Fabric Analysis on the Spatial Distribution of Artifacts from the Ryan-Harley site
Morgan Smith is a Ph.D. fellow within the Anthropology department of Texas A&M University who is an avid SCUBA diver and rock climber; naturally we got along well. During the last year of my undergraduate, Morgan acted as a mentor while I assisted him with his project by preforming some data analysese using Geographic Information Systems (GIS).
Smith's dissertation revolved around a paleolithic archaeological site located on the Ryan-Harley arm of the Wassica river in northern Florida. The Ryan-Harley site is located on an eastern bank and is completely submerged by the river's anabranching fluvial movements. During the summer of 2015, Smith and Dr. Michael Waters of the Center for the Study of the First Americans led an underwater excavation to retrieve artifacts. More than 3,800 objects were recorded, cataloged and brought back to the lab to be cleaned and studied in detail. Of the artifacts, the two categories that held the most interest were bones and lithics.
The hypothesis behind the Ryan-Harley site postulates that this location was once used by nomadic hunters as a sort of temporary camp ground while in pursuit of wild game. To reaffirm the hypothesis, artifacts in the form of bones and the lithic flakes were found littered among the site, leading many to believe that this site was a pre-histoic midden. In this context lithic refers to stone (mostly chert) that was used in the flint-knapping process to create stone tools and weapons; bones are mostly detritus that was left behind from animal carcasses. Whatever the initial speculation, Smith could not rule out other possibilities so easily, one alternative idea being that the artifacts were found in their post-deposition locations prior to some meteorological or hydrological event they were originally deposited up river. To test the null hypothesis, I created a series of maps using ArcGIS and ArcScene to model the locations of the artifacts found in-situ and investigate the likelihood of being post-deposited by some natural process rather than culturally.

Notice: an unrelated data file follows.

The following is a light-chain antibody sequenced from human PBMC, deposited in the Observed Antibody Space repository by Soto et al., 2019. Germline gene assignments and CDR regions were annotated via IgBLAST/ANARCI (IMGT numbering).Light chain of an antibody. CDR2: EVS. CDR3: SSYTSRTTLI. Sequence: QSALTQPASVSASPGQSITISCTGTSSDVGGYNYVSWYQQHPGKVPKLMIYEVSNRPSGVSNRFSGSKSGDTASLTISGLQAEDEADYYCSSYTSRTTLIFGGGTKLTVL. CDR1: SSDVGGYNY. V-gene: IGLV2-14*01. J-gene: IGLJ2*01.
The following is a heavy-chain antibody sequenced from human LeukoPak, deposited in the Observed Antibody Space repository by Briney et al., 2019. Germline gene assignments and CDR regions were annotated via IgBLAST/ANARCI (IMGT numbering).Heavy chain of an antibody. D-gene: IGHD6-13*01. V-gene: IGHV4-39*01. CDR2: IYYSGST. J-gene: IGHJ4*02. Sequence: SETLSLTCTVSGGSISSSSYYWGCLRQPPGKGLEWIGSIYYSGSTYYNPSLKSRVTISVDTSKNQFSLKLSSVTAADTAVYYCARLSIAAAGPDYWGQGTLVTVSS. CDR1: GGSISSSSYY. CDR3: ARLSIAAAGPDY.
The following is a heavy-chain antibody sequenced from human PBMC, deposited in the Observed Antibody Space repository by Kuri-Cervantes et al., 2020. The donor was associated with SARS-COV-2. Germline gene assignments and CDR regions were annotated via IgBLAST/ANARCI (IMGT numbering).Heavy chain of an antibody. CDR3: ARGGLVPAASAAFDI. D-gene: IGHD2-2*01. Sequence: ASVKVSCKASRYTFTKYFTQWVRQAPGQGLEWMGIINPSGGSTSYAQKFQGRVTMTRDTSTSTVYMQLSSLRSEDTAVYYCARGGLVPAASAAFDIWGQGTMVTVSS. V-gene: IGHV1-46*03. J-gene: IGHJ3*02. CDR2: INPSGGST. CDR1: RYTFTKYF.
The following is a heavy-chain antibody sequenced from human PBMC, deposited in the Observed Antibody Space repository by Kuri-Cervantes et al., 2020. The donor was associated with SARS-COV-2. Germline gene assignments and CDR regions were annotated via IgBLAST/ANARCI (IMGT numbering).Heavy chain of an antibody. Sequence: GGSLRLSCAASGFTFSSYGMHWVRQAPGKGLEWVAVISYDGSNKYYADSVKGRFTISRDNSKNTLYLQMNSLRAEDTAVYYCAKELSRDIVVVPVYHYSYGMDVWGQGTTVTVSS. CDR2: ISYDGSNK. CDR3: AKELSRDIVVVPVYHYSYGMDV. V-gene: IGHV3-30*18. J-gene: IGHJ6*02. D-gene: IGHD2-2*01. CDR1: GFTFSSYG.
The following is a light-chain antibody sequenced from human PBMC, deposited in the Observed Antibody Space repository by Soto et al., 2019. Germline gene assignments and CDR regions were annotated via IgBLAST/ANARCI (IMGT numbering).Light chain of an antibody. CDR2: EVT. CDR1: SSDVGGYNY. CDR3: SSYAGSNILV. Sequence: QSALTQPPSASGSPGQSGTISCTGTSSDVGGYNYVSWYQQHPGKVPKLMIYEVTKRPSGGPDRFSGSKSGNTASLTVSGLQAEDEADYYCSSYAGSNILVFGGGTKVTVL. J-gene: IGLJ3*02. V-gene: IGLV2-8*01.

To investigate this we mapped the strike and the dip angles for each artifact and followed two assumptions: if a group of objects are all deposited by a natural process (meteorlogical, aeolian, hydrological) near the same area, we would expect them to all exhibit a near uniform pattern among the dip and strike angles. While if the objects were deposited by cultural means (in this context, early Americans) we would expect their strike and dip angles to be more random with less of a discernible pattern.
Directly below is the full report, followed by the poster presentation with a brief synopsis.
Figure 1 and 3 - The Ryan-Harley site is located on the northwestern bank of a small island located in the Wacissa river of northern Florida. The site is now submerged due to an increase in water level since the Pleistocene and the river's anabranching fluvial movements; to excavate the team used SCUBA equipment.